Ride On digest
The week’s top bike news from around the world, brought to you every Friday.
Bicycle Network is embarking on the first stage of a partnership with Coca-Cola. It will become a major national initiative to get Australian teens back on bikes, having fun and adopting the habits of healthy physical activity.
The Inner-Sydney Regional Bike Plan, which would establish a 284km bike network connecting the city centre and inner-suburbs is the first bike project ever included as an Early Stage Project on the National Infrastructure Priority List, and brings the project a step closer to securing $185 million in Commonwealth funds over the next eight years that it needs to go ahead.
Melbourne’s Main Yarra Trail, used by over 1,000 riders each day, has received $480,000 in funding for emergency repairs after the pontoon section of the trail was deemed unsafe and closed to the public in June.
Tassy bike advocacy group Cycling South have said that recent infrastructure project approvals, such as the Sandy Bay Walking and Cycling Project, are good, but $1 million in recurring annual funding would go a long way to making Hobart’s roads more bike-friendly.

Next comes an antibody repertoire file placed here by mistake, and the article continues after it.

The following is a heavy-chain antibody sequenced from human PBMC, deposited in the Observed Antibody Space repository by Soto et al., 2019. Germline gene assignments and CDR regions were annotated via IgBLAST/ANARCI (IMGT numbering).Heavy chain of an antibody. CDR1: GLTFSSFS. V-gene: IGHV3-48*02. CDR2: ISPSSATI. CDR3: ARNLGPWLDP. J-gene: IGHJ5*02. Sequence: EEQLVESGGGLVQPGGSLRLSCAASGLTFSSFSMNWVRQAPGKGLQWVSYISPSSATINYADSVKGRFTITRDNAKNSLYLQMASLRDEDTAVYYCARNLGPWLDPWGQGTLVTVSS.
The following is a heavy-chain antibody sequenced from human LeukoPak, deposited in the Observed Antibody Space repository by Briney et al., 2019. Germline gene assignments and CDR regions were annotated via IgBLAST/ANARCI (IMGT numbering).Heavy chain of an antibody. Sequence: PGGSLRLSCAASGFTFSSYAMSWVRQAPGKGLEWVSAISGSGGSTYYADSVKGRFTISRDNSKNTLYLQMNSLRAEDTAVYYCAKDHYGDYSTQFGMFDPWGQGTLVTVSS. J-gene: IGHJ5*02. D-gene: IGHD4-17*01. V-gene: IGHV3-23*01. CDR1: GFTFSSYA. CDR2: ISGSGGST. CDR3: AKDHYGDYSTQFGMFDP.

Two ghost bikes representing the latest bike fatalities on Scotland’s roads and a tombstone listing the number of riders killed in recent years have been placed outside parliament as bike advocates push for increased funding for bike infrastructure projects.
A group of UK art school graduates have put their heads together to come up with a disposable helmet for bike share bikes. The helmets are made from recycled newspapers left on public transport.
While the Canadian city is making many bike infrastructure improvements, bike advocates say it’s not enough to facilitate the growing number of riders on the roads and keep injury rates down.
The ABS has just released the physical activity results from the 2011-13 Australian Health Survey—the largest and most comprehensive health survey ever conducted in Australia—and the news highlights the urgent need to get more people on bikes.
Check out the Dutch response to an article published in The New York Times claiming that Amsterdam is “swamped” by bikes.
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